I have not failed. I’ve just found 10,000 ways that won’t work. Thomas Edison
One of the beautiful things about being in a foreign country and learning a new language is that you can’t avoid having the refraction of your prism altered. This morning’s ‘word of the day’ and one of its examples from my SpanishDict cast such a light – un rompecabezas meaning a puzzle. The example, Me tardé horas en armar un rompecabezas al que le faltaba una pieza, translates, ‘I spent hours putting together a jigsaw puzzle that was missing a piece.’ Two unintentional things happened in the moment. I was struck by the poetic nature of the word and how it seemed to reflect something not quite put together. But then it was the example that wouldn’t let go – the fact of all that time and effort to discover a piece was missing.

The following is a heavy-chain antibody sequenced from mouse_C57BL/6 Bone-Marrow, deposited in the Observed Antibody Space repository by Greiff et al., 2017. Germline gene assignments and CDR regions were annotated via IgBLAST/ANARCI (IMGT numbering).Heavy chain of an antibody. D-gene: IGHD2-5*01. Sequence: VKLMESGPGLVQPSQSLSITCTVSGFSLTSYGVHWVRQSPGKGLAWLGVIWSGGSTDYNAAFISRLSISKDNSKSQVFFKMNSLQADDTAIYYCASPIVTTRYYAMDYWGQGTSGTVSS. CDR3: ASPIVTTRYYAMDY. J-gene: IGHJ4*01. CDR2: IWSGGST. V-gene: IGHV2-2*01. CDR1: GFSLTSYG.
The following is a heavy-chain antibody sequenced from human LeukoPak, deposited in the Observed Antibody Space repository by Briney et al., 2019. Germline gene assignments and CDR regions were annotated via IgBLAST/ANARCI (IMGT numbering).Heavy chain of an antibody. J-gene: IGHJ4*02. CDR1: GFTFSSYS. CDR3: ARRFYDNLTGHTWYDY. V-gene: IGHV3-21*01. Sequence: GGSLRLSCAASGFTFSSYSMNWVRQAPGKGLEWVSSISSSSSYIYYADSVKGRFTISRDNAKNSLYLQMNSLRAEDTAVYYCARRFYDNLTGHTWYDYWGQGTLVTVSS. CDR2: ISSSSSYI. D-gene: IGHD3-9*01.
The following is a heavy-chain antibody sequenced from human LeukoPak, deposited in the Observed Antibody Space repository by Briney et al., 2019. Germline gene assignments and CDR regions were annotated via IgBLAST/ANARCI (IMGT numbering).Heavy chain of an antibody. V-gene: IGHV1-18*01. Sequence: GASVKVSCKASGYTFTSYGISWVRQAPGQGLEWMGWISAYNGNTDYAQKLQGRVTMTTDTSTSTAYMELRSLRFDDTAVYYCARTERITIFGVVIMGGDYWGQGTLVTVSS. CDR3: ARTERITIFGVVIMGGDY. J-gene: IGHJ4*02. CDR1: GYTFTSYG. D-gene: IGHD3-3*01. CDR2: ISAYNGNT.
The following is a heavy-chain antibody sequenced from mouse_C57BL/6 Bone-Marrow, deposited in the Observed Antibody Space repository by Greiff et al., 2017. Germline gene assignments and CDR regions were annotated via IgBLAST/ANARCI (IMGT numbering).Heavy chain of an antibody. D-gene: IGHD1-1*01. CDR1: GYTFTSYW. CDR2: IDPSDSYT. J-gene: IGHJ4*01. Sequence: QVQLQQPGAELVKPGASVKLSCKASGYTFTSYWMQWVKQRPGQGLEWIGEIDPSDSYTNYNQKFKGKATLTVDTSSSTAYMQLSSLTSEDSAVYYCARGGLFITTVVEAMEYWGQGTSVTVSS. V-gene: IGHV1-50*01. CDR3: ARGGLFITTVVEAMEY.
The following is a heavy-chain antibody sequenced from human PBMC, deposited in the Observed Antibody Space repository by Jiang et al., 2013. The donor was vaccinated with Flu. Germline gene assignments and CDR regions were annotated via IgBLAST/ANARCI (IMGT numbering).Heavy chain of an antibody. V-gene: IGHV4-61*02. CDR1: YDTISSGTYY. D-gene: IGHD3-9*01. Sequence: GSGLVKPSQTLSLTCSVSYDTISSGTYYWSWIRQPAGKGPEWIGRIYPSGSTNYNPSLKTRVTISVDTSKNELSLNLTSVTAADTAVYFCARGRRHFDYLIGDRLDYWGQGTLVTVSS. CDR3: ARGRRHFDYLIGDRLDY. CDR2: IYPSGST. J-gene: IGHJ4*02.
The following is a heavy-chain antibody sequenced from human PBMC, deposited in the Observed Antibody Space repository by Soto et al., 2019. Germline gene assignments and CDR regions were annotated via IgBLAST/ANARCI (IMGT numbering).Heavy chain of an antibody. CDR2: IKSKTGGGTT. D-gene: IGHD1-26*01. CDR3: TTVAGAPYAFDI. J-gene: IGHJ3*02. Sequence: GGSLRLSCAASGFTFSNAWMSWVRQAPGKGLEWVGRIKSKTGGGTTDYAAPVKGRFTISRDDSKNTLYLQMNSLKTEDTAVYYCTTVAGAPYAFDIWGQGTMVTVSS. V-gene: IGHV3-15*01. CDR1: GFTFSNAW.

Putting the pieces of a puzzle together is a lot like connecting the dots in a creative exercise. There are clues to what is there to be worked with but never the knowledge that there might be a missing piece. It brings to mind one of my favorite adages, we can’t see what we can’t see. That applies to both things that might be obvious to other and things that are absent from the known landscape. The challenge for the creator is that the missing piece, or pieces, may not be apparent until the puzzle is well advanced in its construction. The mark of the artistic genius is that it’s all about dealing with the missing piece.
I would propose that in the universe there are no missing pieces – only those yet to be discovered or created.